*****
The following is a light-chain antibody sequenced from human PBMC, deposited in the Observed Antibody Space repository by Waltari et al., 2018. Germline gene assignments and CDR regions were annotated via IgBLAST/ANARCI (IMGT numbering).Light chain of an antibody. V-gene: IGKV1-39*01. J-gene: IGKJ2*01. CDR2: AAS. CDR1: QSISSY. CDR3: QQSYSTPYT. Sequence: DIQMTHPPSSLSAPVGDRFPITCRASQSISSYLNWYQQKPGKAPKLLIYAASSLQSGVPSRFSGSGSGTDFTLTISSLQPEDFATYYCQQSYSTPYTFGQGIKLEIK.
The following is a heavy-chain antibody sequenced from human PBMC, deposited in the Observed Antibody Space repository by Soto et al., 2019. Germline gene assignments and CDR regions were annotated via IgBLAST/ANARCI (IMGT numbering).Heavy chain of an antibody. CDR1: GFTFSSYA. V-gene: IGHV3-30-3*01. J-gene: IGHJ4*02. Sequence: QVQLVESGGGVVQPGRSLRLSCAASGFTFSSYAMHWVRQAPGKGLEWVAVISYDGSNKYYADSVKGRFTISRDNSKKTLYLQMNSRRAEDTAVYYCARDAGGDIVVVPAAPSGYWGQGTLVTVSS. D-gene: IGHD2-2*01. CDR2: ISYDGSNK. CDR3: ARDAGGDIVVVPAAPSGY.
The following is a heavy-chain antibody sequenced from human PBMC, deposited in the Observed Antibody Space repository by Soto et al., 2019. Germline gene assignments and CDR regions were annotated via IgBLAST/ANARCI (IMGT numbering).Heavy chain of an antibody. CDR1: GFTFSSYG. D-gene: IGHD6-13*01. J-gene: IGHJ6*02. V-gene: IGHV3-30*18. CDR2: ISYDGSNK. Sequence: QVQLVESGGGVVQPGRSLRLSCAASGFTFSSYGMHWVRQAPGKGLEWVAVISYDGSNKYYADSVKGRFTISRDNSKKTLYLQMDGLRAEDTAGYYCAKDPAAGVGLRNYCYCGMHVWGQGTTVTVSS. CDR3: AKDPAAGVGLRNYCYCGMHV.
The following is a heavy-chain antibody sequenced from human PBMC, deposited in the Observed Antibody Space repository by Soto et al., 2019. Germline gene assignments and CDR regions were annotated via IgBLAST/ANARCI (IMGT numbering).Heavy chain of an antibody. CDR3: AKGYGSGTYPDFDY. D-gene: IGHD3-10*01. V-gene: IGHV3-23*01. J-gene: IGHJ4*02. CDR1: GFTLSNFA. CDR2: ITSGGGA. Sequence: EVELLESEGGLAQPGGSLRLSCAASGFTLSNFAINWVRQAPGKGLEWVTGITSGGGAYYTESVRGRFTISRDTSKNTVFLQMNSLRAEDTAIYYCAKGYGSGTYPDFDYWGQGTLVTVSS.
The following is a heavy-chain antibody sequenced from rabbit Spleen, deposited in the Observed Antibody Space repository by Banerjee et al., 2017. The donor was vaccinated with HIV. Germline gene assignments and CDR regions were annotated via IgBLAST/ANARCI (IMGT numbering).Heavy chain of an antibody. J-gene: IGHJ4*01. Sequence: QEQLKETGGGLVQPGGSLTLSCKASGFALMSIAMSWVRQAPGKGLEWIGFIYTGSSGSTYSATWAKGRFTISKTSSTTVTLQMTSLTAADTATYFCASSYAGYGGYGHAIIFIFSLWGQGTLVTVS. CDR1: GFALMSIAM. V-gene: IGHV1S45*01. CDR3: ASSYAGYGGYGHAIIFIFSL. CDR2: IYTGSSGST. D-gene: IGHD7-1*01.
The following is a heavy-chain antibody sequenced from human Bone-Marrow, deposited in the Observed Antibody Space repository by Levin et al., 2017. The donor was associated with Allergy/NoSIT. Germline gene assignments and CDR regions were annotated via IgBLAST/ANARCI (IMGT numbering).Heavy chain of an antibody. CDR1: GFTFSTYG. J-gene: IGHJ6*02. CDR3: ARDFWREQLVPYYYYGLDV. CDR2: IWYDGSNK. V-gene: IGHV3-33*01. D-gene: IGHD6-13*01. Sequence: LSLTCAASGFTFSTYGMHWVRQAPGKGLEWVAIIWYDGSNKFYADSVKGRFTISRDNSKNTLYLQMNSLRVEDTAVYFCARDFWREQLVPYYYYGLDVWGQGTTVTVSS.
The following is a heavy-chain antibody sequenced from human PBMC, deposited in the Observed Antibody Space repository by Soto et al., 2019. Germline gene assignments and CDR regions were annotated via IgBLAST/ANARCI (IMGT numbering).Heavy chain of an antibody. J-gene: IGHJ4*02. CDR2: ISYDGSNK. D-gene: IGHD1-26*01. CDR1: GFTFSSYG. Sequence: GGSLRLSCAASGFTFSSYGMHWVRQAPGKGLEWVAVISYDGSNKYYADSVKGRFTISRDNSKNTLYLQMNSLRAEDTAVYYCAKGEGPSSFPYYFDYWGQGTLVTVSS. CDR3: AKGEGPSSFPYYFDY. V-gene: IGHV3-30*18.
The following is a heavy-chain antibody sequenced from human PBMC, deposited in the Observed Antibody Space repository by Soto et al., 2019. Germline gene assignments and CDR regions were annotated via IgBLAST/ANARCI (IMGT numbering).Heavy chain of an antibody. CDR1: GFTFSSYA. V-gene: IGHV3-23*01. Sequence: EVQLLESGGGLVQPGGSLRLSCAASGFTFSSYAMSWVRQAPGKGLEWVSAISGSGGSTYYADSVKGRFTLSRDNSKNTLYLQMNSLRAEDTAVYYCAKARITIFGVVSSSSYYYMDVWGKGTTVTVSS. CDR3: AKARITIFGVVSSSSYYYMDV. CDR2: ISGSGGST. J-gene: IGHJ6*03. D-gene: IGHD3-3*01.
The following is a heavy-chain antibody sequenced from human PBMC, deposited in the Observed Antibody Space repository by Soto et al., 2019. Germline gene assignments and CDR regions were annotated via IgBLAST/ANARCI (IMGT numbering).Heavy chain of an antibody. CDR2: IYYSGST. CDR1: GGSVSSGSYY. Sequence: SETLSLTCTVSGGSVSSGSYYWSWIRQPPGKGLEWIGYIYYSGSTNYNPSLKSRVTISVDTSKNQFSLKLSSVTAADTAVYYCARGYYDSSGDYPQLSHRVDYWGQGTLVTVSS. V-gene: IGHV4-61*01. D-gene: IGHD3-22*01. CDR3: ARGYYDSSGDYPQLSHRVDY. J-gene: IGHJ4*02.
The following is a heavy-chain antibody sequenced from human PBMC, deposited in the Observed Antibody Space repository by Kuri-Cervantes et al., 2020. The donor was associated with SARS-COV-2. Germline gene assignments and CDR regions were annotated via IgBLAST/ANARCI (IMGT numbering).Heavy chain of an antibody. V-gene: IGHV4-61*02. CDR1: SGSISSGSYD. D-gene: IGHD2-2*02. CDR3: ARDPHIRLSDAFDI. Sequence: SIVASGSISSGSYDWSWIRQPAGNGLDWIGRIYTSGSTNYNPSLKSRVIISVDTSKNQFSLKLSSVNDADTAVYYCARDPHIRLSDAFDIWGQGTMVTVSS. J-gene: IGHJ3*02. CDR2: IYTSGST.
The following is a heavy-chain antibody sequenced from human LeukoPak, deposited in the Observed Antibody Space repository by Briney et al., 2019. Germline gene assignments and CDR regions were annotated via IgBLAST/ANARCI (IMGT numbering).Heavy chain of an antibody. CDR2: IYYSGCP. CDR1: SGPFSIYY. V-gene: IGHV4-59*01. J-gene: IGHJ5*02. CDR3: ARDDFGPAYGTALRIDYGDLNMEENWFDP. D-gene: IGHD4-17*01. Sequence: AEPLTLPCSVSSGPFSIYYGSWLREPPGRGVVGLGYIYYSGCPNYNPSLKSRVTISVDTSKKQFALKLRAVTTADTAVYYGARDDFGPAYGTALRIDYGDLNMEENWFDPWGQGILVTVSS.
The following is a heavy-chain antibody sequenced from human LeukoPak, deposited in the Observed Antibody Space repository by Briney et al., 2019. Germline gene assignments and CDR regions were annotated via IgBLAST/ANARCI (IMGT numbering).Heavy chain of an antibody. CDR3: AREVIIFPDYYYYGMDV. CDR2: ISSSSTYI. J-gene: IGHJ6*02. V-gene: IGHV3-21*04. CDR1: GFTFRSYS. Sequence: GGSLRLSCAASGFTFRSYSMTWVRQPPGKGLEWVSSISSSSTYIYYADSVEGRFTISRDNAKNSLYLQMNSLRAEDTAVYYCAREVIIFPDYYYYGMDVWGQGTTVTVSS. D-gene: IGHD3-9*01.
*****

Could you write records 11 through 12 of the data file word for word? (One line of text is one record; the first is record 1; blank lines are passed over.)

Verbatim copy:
The following is a heavy-chain antibody sequenced from human LeukoPak, deposited in the Observed Antibody Space repository by Briney et al., 2019. Germline gene assignments and CDR regions were annotated via IgBLAST/ANARCI (IMGT numbering).Heavy chain of an antibody. CDR2: IYYSGCP. CDR1: SGPFSIYY. V-gene: IGHV4-59*01. J-gene: IGHJ5*02. CDR3: ARDDFGPAYGTALRIDYGDLNMEENWFDP. D-gene: IGHD4-17*01. Sequence: AEPLTLPCSVSSGPFSIYYGSWLREPPGRGVVGLGYIYYSGCPNYNPSLKSRVTISVDTSKKQFALKLRAVTTADTAVYYGARDDFGPAYGTALRIDYGDLNMEENWFDPWGQGILVTVSS.
The following is a heavy-chain antibody sequenced from human LeukoPak, deposited in the Observed Antibody Space repository by Briney et al., 2019. Germline gene assignments and CDR regions were annotated via IgBLAST/ANARCI (IMGT numbering).Heavy chain of an antibody. CDR3: AREVIIFPDYYYYGMDV. CDR2: ISSSSTYI. J-gene: IGHJ6*02. V-gene: IGHV3-21*04. CDR1: GFTFRSYS. Sequence: GGSLRLSCAASGFTFRSYSMTWVRQPPGKGLEWVSSISSSSTYIYYADSVEGRFTISRDNAKNSLYLQMNSLRAEDTAVYYCAREVIIFPDYYYYGMDVWGQGTTVTVSS. D-gene: IGHD3-9*01.